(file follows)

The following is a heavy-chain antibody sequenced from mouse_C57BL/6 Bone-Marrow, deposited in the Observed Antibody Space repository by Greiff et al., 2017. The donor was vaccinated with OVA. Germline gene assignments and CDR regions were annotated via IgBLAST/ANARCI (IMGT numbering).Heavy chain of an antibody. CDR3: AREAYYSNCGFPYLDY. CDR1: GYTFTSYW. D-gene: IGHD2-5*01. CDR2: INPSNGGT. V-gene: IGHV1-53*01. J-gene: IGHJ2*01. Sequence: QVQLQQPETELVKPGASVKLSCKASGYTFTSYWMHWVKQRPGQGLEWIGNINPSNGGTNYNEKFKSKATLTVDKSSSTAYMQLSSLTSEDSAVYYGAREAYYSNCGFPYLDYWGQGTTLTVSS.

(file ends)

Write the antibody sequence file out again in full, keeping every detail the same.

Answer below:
The following is a heavy-chain antibody sequenced from mouse_C57BL/6 Bone-Marrow, deposited in the Observed Antibody Space repository by Greiff et al., 2017. The donor was vaccinated with OVA. Germline gene assignments and CDR regions were annotated via IgBLAST/ANARCI (IMGT numbering).Heavy chain of an antibody. CDR3: AREAYYSNCGFPYLDY. CDR1: GYTFTSYW. D-gene: IGHD2-5*01. CDR2: INPSNGGT. V-gene: IGHV1-53*01. J-gene: IGHJ2*01. Sequence: QVQLQQPETELVKPGASVKLSCKASGYTFTSYWMHWVKQRPGQGLEWIGNINPSNGGTNYNEKFKSKATLTVDKSSSTAYMQLSSLTSEDSAVYYGAREAYYSNCGFPYLDYWGQGTTLTVSS.